When I was on the Wall Street Journal's editorial page, the editorials were analytical and reformist. Sometimes we broke news stories. The page's attention to the Soviet Union was based on the rulers' aggressive posture and suppression of civil liberties. Today the editorial page is a fount of neoconservative war propaganda. All intelligence has vanished. Consider the Review & Outlook of February 3, which declares Iran to be "an intolerable threat." Iran is portrayed as a threat because the country's new president has used threatening rhetoric against Israel.
The US rushed to war in Iraq based on lies. On PBS (Feb. 3) Lawrence Wilkerson, who was chief of staff to Secretary of State Colin Powell, said that the Iraq speech his boss was forced to give to the UN was "a hoax on the American people, the international community, and the United Nations Security Council."
The consequences have been disastrous. The US invasion force is tied down by a few thousand insurgents drawn from a Sunni population of merely 5 million people, and Iraq has become, according to the CIA, a recruiting and training ground for terrorists. The invasion has ruined America's reputation and expanded the popularity of al Qaeda, which has assumed the stand-up role against the hegemonic Great Satan. It is the untutored belligerence of the neoconservative Jacobins that is likely to send the Middle East up in smoke. The instability that Bush is creating serves al Qaeda's interest, not our own.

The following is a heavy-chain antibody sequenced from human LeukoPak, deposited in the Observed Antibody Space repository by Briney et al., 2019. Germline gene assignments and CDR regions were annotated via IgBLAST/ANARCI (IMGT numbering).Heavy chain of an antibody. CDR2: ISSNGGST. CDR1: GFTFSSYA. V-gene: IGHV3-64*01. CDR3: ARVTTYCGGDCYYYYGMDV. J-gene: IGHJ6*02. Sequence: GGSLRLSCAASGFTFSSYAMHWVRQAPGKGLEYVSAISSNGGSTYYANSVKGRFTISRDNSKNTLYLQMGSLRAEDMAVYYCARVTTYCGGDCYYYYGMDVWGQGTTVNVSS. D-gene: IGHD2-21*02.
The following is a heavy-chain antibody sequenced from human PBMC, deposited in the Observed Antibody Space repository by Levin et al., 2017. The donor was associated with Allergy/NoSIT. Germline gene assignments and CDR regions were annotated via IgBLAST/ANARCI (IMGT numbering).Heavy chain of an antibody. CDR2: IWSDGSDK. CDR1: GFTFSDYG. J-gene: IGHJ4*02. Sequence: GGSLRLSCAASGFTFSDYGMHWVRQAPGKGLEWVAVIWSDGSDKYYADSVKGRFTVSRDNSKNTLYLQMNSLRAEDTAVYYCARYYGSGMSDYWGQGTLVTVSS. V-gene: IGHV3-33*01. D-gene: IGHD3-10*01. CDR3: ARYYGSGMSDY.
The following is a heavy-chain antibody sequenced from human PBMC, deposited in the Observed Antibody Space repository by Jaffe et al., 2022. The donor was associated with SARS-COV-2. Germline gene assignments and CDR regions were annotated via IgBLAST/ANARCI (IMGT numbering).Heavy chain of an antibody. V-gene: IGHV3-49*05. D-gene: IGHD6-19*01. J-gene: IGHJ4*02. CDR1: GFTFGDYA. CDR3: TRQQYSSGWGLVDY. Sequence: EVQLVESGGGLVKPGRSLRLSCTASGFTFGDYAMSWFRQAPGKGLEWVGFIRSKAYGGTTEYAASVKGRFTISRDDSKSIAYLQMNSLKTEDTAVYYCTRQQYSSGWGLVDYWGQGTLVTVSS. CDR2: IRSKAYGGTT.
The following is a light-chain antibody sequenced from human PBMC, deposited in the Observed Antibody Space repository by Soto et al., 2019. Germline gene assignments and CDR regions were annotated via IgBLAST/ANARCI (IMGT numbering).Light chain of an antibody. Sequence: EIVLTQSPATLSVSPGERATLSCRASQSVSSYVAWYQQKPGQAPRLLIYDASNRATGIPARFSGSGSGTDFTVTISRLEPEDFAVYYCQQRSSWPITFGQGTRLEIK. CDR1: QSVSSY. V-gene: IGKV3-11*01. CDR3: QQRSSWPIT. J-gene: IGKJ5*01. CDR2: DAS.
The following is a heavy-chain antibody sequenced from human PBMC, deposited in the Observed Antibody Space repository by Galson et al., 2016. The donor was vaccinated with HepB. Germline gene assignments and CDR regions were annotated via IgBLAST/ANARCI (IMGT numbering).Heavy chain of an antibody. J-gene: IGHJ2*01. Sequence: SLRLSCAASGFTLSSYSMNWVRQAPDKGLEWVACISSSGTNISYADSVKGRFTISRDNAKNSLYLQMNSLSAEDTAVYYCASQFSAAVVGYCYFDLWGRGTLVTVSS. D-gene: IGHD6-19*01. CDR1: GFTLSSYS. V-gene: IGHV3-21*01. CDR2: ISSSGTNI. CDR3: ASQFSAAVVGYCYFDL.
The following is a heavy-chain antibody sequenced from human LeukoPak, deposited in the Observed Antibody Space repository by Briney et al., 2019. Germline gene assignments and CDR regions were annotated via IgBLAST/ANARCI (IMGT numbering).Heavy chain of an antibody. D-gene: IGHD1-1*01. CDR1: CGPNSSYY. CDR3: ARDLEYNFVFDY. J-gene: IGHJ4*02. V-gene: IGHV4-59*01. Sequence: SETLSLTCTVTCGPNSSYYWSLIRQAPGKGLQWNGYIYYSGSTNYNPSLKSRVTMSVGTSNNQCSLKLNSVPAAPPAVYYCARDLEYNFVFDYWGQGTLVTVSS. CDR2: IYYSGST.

Paul Craig Roberts was Assistant Secretary of the Treasury in the Reagan administration. He was Associate Editor of the Wall Street Journal editorial page and Contributing Editor of National Review. He is coauthor of The Tyranny of Good Intentions.He can be reached at: firstname.lastname@example.org.
Interesting. We now turn to a good column by Bill Buckley, the founder of the National Review.
William F. Buckley Jr. Sat Feb 11, 2:03 PM ET
We hear now (in full-page ads) from the Evangelical Climate Initiative. Their summons, signed by 80-odd evangelical leaders, is to address the global-warming crisis. The opening statement declares that "as evangelical Christians, we believe we're called to be stewards of God's creation."That isn't an inflated claim; ministers of the Gospel are expected to address common concerns. This time we are advised that "global warming can and must be solved. It is no small problem. Pollution from vehicles, power plants and industry is having a dramatic effect on the Earth's climate. Left unchecked, global warming will lead to drier droughts, more intense hurricanes and more devastating floods, resulting in millions of deaths in this century."